What’s up, Mr. Blomerth? Let’s talk about your relationship with weed.
Brian Blomerth: When I first started working for you at Merry Jane, I remember you asked me, “Are you pro weed or anti weed? As long as it’s one of the two, we’re good. Doesn’t matter which” [laughs].
That is correct. Let’s jump back a second, though. What was your first time smoking weed like?
Shit, man. I remember people in high school doing the “honey blunt-in-the-microwave” type of garbage.
What’s a honey blunt?
You’ve never heard of a honey blunt? Are you kidding me? Am I insane? You roll a blunt, then break open the Dutch Master and put a little honey on it, and then it briefly goes in the microwave. You microwave it for like two seconds and then smoke the thing. I remember some kid in my high school being like [*nasally voice*] “And thaaaat’s a honey blunt!”
My friend’s mom was gone so we smoked a honey blunt at her place. Then I watched my friends skateboard terribly in front of the house. I was maybe 15. I think I got high, but I don’t remember it being anything special or whatever.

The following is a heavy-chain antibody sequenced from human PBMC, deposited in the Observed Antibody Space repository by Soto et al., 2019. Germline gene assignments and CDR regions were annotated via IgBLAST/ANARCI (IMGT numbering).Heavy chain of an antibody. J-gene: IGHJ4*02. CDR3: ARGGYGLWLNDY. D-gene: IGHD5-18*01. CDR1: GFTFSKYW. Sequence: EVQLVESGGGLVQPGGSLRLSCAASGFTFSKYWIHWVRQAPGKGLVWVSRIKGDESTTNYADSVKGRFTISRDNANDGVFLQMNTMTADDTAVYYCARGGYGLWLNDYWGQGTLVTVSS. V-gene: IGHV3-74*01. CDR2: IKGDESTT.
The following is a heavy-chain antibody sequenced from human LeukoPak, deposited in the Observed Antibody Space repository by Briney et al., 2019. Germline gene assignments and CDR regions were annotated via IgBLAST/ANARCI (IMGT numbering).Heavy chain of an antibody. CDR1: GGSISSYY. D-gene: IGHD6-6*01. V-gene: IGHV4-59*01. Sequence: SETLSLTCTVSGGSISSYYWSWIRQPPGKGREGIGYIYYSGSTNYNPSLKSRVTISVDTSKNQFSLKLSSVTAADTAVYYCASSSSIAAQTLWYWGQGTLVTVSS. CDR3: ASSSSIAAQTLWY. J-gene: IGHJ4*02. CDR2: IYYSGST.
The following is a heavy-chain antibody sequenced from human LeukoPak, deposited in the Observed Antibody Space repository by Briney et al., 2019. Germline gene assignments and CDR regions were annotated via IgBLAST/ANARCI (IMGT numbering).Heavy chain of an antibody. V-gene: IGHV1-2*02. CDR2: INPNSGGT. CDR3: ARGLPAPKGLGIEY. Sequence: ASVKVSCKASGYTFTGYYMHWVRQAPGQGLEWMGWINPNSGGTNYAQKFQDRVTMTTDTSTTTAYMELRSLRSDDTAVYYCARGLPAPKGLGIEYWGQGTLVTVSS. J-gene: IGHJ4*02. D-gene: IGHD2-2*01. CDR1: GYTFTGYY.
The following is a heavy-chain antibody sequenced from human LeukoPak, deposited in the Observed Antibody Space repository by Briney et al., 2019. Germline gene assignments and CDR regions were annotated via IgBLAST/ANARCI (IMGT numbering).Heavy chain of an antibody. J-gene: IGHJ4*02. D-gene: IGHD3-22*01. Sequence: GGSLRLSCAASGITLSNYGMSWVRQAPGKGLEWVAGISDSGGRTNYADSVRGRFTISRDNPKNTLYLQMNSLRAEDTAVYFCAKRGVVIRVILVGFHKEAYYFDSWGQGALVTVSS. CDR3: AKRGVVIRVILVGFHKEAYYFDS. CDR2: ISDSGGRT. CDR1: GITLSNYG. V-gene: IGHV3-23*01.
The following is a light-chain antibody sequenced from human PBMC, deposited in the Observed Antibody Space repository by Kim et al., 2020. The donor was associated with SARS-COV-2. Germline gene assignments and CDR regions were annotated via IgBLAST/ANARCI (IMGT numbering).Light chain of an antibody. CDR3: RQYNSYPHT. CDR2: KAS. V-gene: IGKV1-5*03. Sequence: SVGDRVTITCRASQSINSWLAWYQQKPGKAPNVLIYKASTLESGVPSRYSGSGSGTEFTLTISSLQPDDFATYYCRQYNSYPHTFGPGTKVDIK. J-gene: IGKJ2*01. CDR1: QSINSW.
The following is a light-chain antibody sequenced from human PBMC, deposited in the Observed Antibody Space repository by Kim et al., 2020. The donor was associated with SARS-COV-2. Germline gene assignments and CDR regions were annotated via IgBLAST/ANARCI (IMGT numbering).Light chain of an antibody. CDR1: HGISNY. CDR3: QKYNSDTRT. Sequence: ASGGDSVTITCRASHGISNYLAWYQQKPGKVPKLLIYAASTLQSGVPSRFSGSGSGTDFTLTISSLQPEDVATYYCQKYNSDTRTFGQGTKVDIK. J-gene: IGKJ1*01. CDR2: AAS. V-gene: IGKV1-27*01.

What about the first time you were actually stoned, like memorably stoned?
It had to be in college. Those are the weed experiences that really stick out to me and have good tales related to them. Are you ready for this? One of the first times I remember getting very, very high was in college and I was looking at all my own drawings. I was like, “What the fuck is this shit?” It was a real confrontation with my ego. I was staring at my work and thought, “It’s unfair to make anyone look at this garbage.”
There was another time, or more like a week, when I was into hash. We were smoking hash and went to a river, and my friend put his two fingers in his mouth to make himself gag — like, as a bit — but him doing that made me actually throw up. And I was pissed because I had just eaten a nice sandwich for lunch. “Goddamn it! I’ll be starving in an hour.”
Did you enjoy being high, despite the vomiting situation?
I think so, yeah. There was another time that week where I smoked a bunch of weed, ate a whole bag of Doritos, and then also threw up. It was fine, but looking at my drawings while high made me way too paranoid. It was too confusing for me. It didn’t change my art practice or anything, but it just freaked me out [laughs].
At what point were you like, “This shit is not for me. I don’t like weed”?